Mr. MAYE. Well, within SCI centers, I would say one of the primary places to start is with the rehabilitation counselors. A tremendous amount of money is being spent on education for Vietnam veterans and disabled veterans, in particular.

A lot of these people are utilizing their educational benefits. They are going to school, maximizing the amount of time they can be in school, enjoying full benefits. And, the only real gain they are getting out of their education is the financial aspect received through vocational rehabilitation or the GI bill.

I think that with the proper direction of individuals, such as provided by rehabilitation counselors, veterans utilizing their educational benefits would have a goal to work for during school, and it would be a more profitable one.

Senator CRANSTON. Are you saying the money is being wasted because they are not adequately guided in these programs?

Mr. MAYE. Well, it's hard to say "wasted." It's hard to waste money on education, per se. But, I do not think it is being utilized as well as it should.

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Senator CRANSTON. Would you go over the VA budget and see if you can identify any other places where you feel there might be savings that would make room, then, for the more necessary programs?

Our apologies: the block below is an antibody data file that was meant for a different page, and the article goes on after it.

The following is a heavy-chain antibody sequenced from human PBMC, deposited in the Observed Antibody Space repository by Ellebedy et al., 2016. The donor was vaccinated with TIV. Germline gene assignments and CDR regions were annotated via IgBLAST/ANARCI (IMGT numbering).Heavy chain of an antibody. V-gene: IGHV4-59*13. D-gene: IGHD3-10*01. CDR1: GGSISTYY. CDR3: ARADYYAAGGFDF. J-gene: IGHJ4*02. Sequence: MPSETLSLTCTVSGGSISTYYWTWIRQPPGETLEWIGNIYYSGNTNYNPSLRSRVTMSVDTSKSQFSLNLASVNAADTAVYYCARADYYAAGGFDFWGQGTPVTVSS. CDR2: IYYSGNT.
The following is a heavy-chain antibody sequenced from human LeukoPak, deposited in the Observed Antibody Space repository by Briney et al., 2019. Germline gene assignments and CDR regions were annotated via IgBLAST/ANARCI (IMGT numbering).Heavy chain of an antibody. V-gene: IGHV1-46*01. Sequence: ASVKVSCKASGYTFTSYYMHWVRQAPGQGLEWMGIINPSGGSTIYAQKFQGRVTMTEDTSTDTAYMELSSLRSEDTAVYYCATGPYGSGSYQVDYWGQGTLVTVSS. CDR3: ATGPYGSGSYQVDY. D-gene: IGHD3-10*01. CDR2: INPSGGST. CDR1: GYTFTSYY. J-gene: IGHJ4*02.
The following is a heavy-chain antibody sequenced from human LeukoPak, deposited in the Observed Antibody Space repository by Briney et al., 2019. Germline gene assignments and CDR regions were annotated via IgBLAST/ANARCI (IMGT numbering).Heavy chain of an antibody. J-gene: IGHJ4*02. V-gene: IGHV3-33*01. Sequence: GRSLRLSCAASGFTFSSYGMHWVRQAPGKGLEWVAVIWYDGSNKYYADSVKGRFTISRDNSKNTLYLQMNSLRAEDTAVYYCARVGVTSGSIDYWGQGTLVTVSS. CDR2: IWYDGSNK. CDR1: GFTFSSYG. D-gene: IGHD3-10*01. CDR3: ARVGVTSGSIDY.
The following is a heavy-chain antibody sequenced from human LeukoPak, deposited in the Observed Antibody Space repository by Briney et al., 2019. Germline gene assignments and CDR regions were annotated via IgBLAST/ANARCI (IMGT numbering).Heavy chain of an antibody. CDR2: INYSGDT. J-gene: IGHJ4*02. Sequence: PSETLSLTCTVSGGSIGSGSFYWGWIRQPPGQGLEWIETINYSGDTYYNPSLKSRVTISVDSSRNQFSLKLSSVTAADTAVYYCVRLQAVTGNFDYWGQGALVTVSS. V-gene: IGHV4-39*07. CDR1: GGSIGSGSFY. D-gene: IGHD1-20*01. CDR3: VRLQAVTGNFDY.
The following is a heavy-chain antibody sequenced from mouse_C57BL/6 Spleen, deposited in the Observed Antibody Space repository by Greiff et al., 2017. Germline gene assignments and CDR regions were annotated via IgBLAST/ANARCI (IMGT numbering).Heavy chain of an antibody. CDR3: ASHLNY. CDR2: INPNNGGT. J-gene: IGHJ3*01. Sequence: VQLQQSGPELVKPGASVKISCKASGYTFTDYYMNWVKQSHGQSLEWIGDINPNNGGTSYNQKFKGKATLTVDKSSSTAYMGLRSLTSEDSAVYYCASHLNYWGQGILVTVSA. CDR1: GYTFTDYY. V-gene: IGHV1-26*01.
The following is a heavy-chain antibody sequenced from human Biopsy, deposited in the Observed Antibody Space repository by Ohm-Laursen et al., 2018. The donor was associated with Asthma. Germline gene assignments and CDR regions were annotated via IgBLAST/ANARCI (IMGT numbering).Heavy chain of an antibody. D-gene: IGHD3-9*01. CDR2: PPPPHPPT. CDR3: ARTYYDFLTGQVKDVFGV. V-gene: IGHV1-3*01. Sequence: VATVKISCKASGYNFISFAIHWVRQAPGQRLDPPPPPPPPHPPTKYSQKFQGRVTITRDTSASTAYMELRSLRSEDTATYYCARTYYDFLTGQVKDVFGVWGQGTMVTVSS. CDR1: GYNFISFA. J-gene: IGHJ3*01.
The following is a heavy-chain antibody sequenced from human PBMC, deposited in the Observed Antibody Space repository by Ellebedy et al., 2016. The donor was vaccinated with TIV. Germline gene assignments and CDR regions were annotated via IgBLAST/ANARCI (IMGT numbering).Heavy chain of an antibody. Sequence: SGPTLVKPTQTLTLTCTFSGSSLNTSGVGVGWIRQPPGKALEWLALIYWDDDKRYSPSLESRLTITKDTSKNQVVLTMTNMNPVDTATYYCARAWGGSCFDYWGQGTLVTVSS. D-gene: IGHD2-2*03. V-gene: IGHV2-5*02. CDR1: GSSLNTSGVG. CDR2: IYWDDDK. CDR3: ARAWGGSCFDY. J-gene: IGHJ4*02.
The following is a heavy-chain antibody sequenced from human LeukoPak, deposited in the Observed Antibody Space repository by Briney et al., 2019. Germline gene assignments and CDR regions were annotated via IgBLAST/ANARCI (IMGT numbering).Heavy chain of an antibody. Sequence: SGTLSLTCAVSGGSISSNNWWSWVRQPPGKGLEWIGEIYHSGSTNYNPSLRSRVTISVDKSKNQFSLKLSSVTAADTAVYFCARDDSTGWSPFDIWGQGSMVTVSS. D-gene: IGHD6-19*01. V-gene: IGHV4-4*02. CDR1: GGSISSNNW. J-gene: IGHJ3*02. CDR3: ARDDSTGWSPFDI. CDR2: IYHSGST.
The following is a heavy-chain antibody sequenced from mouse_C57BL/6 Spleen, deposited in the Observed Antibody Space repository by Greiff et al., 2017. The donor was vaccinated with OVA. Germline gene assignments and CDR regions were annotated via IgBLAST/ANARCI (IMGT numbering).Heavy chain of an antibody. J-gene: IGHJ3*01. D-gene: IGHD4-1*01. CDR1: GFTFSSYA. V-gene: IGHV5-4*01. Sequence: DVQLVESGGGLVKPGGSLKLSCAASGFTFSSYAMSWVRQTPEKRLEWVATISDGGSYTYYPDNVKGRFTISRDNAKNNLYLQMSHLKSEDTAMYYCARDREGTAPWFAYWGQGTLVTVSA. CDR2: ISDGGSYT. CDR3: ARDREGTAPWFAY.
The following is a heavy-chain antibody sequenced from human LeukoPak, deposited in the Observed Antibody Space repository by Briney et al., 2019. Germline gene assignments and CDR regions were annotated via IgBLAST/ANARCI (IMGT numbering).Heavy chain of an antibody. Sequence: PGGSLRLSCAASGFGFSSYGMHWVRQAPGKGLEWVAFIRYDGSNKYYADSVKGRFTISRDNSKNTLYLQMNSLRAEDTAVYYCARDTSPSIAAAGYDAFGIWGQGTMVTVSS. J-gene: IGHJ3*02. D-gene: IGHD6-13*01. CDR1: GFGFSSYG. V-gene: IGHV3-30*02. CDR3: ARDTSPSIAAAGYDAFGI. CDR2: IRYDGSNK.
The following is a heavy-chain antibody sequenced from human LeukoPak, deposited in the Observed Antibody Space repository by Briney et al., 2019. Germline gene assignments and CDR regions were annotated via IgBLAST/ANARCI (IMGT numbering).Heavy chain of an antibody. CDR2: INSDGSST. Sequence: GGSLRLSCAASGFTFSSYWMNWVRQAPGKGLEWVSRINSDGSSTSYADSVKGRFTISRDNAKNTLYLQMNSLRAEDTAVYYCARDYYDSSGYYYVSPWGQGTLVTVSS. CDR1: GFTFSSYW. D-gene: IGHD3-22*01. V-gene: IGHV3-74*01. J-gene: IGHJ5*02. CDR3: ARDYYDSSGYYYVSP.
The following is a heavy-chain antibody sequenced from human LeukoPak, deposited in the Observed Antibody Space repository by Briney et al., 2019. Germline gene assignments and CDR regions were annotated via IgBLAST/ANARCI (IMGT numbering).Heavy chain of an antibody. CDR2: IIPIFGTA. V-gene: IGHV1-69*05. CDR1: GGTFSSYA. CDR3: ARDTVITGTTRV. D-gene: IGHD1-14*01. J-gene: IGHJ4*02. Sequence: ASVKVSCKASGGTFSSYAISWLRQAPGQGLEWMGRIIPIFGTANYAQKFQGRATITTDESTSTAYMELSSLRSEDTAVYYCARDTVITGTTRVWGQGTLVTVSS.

Mr. MAYE. Yes, sir; I will.
Senator CRANSTON. For the record, not now.

Do you have any thoughts on any cuts that you would like to see elsewhere in the Federal budget that would enable us to stay within the spending ceiling, but do what is needed for veterans? Do you want to think about that and submit it in writing?

Mr. MAYE. Yes, sir. It will take a lot of thought.

Senator CRANSTON. I thank you very much, and I appreciate your coming

Before we recess this hearing, I would like to note the presence here today of Dr. John Mallan, who is the director of veterans' affairs for the American Association of Community Junior Colleges. He has now left, but he was here.

He and that association have been an absolutely indispensable ally on all veterans' legislation, particularly the development of the GÍ bill legislation, to serve educationally disadvantaged veterans. Dr. Mallan's program has done a tremendous service and been very effective, funded most generally by the Carnegie Corp., and some Office of Education money. He has served also, as a sort of informal ombudsman for the GI bill.

We now stand in recess until 9:30 a.m., Wednesday, the 18th, in this room, and we will have quite a long hearing that day.

Thank you all for your presence. [Whereupon, at 4:10 p.m., the Subcommittee on Health and Hospitals adjourned, to reconvene at 9:30 a.m., Wednesday, April 18, 1973.]